Small business insurance: what it is and what it covers


Small business insurance helps protect a business’s assets, property, and income. A business owners policy (BOP) is the most common policy for small businesses, according to the Insurance Information Institute . A business owners policy usually includes three basic types of coverage that help protect a business: business property coverage, general liability coverage, and business interruption coverage.

If you are a small business owner, you may also be able to purchase additional insurance coverages to customize your policy based on your specific operations and needs.


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Depending on the coverage you choose, a business owners policy helps protect your business against things like financial loss and covered perils. Covered perils may include theft, fire, wind, falling objects, and lightning. It is important to read your policy documents carefully to understand what coverages are included and what perils are covered by your insurer.

Each coverage in your business owner’s policy has a coverage limit . A limit is the maximum amount your insurer will pay for a covered claim. It is also important to note that each coverage in a policy is normally subject to its own limit.

And that some coverages could have a deductible. A deductible is the amount of money you pay out of pocket for a covered claim.


Property coverage in a business owners policy helps protect your business building and its contents from covered perils. For example, if there is a fire in your commercial building, a business owners policy can help pay for repairs to the building (if you own it). This coverage also helps replace business assets, such as office furniture, computers, and machinery.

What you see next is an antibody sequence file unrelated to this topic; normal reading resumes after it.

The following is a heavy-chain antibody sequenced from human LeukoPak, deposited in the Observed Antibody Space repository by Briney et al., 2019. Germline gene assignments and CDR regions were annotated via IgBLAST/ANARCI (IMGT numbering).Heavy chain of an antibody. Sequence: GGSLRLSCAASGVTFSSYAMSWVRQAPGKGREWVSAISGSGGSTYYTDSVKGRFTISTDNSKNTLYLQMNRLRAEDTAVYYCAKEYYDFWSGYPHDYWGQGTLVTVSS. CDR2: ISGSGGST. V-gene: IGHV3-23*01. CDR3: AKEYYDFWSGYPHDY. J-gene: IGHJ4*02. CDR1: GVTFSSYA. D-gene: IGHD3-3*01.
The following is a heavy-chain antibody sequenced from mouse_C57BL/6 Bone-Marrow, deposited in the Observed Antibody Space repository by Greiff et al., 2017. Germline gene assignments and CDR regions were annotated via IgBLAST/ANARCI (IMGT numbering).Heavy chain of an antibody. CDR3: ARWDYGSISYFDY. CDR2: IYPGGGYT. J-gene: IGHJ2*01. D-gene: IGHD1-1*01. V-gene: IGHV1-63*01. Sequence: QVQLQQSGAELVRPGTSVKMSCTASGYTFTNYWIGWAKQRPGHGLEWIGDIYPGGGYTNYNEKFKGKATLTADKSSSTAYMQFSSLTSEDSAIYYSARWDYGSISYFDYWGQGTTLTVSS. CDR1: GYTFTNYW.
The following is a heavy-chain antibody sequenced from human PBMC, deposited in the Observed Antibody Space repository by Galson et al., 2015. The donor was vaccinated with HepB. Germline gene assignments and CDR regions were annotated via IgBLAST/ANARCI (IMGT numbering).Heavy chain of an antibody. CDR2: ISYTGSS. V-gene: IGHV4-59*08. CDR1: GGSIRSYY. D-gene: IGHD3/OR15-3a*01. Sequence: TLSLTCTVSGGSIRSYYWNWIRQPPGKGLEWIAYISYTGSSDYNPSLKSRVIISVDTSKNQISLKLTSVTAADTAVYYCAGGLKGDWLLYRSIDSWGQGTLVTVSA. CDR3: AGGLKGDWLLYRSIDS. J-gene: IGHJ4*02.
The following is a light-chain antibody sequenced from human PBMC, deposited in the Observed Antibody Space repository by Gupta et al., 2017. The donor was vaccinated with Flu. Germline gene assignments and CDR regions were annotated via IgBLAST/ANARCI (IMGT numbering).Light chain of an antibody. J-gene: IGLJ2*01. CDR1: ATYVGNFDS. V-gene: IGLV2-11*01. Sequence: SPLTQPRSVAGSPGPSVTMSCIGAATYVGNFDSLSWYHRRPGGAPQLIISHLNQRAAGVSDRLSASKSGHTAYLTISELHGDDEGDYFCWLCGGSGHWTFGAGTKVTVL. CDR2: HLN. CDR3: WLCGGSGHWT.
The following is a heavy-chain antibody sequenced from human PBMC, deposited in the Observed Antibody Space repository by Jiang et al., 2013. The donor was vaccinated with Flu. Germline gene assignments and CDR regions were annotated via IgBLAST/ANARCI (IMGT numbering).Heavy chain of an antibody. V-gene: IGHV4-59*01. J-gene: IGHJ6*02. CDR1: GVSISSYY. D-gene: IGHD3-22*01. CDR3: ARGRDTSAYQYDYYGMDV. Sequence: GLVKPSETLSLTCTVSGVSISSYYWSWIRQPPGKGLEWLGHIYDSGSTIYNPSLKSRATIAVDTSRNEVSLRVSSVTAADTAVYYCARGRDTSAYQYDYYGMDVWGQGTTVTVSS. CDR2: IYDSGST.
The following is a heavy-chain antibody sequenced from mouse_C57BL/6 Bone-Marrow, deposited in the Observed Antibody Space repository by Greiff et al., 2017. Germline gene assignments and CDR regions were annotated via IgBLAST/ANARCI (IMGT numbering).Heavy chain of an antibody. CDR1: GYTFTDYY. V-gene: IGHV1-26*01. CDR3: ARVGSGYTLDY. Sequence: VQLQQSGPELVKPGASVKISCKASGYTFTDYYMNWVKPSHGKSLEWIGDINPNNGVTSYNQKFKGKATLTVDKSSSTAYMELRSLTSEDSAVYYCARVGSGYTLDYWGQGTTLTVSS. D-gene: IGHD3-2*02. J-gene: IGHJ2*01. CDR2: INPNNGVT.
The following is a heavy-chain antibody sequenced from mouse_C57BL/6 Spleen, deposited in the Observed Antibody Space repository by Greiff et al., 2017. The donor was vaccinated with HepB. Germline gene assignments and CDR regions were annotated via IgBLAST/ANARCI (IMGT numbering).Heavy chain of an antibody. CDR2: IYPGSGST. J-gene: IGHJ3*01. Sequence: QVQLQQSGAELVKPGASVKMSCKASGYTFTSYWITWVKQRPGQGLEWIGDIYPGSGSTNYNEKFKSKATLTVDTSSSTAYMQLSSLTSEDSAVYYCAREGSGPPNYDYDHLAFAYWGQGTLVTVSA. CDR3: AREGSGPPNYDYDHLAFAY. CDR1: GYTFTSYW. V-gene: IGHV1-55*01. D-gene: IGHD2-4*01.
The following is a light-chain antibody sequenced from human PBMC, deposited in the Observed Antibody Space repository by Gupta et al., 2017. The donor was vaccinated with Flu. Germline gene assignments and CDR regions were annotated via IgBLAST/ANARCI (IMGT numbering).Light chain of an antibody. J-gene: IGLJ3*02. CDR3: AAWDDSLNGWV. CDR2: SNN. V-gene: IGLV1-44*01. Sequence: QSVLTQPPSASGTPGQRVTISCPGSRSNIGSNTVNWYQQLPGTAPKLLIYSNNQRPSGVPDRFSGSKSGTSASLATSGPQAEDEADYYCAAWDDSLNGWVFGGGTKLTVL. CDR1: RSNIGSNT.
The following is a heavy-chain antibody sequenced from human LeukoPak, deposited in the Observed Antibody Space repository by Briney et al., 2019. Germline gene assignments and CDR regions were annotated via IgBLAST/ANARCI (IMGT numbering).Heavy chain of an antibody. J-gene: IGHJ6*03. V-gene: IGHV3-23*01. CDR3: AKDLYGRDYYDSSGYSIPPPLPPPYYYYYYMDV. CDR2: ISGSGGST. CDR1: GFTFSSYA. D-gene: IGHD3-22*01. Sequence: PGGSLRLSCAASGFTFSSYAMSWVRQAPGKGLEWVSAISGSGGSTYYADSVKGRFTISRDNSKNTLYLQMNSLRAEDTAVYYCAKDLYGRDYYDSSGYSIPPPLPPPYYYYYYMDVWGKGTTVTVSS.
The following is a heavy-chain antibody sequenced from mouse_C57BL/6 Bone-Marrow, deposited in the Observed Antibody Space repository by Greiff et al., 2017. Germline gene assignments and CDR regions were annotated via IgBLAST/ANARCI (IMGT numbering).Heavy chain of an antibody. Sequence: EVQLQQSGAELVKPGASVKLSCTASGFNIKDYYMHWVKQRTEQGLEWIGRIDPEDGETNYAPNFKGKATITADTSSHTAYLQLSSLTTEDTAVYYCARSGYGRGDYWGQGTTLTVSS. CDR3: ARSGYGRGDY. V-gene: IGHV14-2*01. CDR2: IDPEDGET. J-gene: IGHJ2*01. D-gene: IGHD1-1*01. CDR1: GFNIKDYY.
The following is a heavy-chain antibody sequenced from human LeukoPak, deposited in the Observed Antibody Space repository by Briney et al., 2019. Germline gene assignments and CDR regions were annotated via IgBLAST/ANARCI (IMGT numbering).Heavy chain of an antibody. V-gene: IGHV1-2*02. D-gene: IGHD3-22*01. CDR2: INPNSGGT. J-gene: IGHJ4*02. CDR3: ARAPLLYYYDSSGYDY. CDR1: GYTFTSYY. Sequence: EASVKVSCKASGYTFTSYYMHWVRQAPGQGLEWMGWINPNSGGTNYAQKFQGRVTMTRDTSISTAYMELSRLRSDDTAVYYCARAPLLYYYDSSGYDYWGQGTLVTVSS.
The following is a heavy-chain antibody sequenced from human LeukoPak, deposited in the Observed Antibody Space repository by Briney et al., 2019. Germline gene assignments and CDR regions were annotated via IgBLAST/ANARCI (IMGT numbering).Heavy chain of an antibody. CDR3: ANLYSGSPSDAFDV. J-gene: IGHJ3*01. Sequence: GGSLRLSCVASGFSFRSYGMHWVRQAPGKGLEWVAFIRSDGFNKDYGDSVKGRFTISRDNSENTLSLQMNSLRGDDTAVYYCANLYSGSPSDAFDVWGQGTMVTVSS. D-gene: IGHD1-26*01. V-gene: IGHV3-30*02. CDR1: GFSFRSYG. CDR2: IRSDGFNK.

Please note that commercial property coverage will be subject to deductibles and limits. Typically, you can choose your property coverage limits based on the estimated cost to repair, rebuild, or replace your business property. But, if your losses exceed the coverage limit you’ve chosen, you’ll have to pay out-of-pocket to complete repairs to the building or to replace your business property. It is important to note that having insufficient policy limits may result in a penalty. This is a penalty you would have to pay for not buying enough insurance. To help avoid penalties, be sure to purchase enough insurance to cover your business and its contents.


A business owners policy typically includes general liability (sometimes called commercial general liability, or CGL) coverage. If a customer or visitor is injured at your business, and you are found liable, general liability coverage may help pay for the injured party’s medical expenses. It could also help pay for legal costs if you are sued for an accident that occurred within your business.

Commercial general liability insurance is also subject to a coverage limit. That means if an injured person’s medical bills exceed your coverage limit, you may have to pay out-of-pocket to cover the rest.


Business interruption coverage * , sometimes called business income coverage, is also usually part of a business owners policy. This coverage helps replace lost income and additional expenses if a covered peril affects your business.

For example, suppose a tornado or fire makes your office uninhabitable. Business interruption coverage can help pay for rent in a temporary office while repairs are made. Business interruption coverage may also help replace business income lost due to the covered peril. Like other coverages in a business owners policy, this one will be subject to a limit. It may also be subject to a period of time. This means the coverage might only last 6 months, for example, so be sure to ask an agent about specific limits.


There may be additional coverages you can add to your business owners policy. 

Talk to your agent about your specific business insurance needs, so they can help you customize your policy with coverages that might be useful for your situation.


The cost of a small business commercial insurance policy depends on many factors. These factors include the type of business you are insuring, the types of optional coverage you choose, and the deductibles and limits you select for each coverage.